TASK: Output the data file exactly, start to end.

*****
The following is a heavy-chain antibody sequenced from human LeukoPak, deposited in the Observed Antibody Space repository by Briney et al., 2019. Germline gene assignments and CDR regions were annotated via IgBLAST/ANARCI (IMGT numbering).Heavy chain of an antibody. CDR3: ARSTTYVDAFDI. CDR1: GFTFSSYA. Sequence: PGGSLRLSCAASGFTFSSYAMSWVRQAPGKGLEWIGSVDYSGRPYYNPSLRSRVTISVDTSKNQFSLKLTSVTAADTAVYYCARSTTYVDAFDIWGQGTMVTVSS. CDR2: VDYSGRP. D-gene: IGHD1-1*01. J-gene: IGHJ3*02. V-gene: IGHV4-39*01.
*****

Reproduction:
The following is a heavy-chain antibody sequenced from human LeukoPak, deposited in the Observed Antibody Space repository by Briney et al., 2019. Germline gene assignments and CDR regions were annotated via IgBLAST/ANARCI (IMGT numbering).Heavy chain of an antibody. CDR3: ARSTTYVDAFDI. CDR1: GFTFSSYA. Sequence: PGGSLRLSCAASGFTFSSYAMSWVRQAPGKGLEWIGSVDYSGRPYYNPSLRSRVTISVDTSKNQFSLKLTSVTAADTAVYYCARSTTYVDAFDIWGQGTMVTVSS. CDR2: VDYSGRP. D-gene: IGHD1-1*01. J-gene: IGHJ3*02. V-gene: IGHV4-39*01.